Community EventsEducationLocal GovernmentNews

The Return of The Muskegon Heights Farmers Market


If You Go

What: Heights City Market

Where: 99 Center Street, Muskegon Heights

When: Noon-6 p.m. every Friday through September 30

Heights market

By Teresa Taylor Williams

Muskegon, MI

There’s a fresh buzz on Center Street in downtown Muskegon Heights on Friday afternoons.

The Heights City Market, also known as the Muskegon Heights Farmers Market, is well underway and attracting attention after nearly five years of inactivity.

From noon to 6 p.m., the public may purchase an array of fresh produce such as tomatoes, cucumbers, greens, cabbage, blueberries, melons, squash, zucchini and peppers. Other items available for purchase include gourmet cheese, farm fresh eggs, popcorn and baked goods.

Located on the Muskegon Area Transit System bus line, the small strip of vendor stalls is in an ideal location. In the heart of downtown Muskegon Heights, the City Market is across the street from Muskegon Heights City Hall, and also Department of Human Services.

The revitalization of the City Market is made possible by grants from the United States Department of Agriculture ($35,000) and the Community Foundation for Muskegon County ($8,500). Those funds will be used for refurbishing, staffing, and marketing and promotional incentives to attract the public.

` The Muskegon Heights Farmers Market thrived for nearly two decades, but saw a decline in interest after Plumb’s Valu-Rite Foods was built in 1993 across the street. The store closed in 2013, and since then, there’s been no consistent source of fresh fruits and vegetables, according to Gordie Moeller, Heights City Market Manager.

The number of patrons is slowly increasing, and Muskegon Heights city officials hope to expand and even offer cooking classes, similar to the Muskegon Farmers Market.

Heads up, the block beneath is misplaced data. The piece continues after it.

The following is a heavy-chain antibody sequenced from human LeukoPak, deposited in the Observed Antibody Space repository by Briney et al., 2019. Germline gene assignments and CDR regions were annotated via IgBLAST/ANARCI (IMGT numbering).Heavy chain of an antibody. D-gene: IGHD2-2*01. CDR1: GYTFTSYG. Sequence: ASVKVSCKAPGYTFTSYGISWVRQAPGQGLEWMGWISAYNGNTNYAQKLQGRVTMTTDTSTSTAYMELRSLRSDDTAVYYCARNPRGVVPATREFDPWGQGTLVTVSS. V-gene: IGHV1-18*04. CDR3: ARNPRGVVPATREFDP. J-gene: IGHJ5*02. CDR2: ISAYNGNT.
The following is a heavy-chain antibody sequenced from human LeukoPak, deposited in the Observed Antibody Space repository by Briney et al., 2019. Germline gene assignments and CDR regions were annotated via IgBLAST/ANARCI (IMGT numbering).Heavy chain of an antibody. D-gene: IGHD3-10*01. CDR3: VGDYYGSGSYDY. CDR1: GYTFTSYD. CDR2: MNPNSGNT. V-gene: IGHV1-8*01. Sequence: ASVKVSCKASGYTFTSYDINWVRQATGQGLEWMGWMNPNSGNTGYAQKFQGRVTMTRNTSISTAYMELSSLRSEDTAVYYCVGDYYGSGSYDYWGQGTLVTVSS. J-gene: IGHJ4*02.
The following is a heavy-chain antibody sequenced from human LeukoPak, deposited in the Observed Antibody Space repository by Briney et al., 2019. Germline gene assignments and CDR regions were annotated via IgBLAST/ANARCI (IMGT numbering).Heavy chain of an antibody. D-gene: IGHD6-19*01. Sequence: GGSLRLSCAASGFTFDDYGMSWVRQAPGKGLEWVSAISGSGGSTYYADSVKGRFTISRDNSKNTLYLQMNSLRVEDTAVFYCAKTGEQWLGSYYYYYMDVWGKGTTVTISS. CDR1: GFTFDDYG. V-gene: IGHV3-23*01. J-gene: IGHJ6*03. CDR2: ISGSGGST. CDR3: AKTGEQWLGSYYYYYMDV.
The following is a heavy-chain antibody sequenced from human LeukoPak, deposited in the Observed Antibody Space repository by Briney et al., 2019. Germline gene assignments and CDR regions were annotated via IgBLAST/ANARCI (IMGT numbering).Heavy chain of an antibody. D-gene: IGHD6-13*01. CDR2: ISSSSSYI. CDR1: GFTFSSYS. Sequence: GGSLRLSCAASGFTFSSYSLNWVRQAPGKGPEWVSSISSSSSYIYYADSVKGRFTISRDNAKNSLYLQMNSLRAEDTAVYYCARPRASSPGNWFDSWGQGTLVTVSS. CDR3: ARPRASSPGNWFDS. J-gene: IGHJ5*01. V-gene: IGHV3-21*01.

For Mayor Kimberley Sims, she loves what the market represents: community.

“It’s almost like a communal spot, a watering hole where kids and everyone can come. You can feel the pulse of the community there,” said Sims. “I can spend money in my community and get everything I need to make my mango salsa. To me, in the summer, there’s no need to go to big box stores for fresh foods, you just go to the Farmers Market.”

The fresh market accepts Bridge cards, WIC Project Fresh, and Double Up Food Bucks, which allows Bridge card holders to essentially double their food dollar when they purchase Michigan grown produce with their EBT card. To promote the market and attract patrons, coupons for $2 off purchases may be found throughout the city at Muskegon Heights Library, Muskegon Family Care and Muskegon Heights City Hall.

According to Moeller, the farmers market was re-established to provide more accessible fresh produce for the people of Muskegon Heights.

“Family Dollar and some corner liquor stores have frozen vegetables, but there are no fruits and vegetables in the vicinity of Muskegon Heights,” said Moeller.  “We want to make it so that everyone can afford fresh, local foods.”


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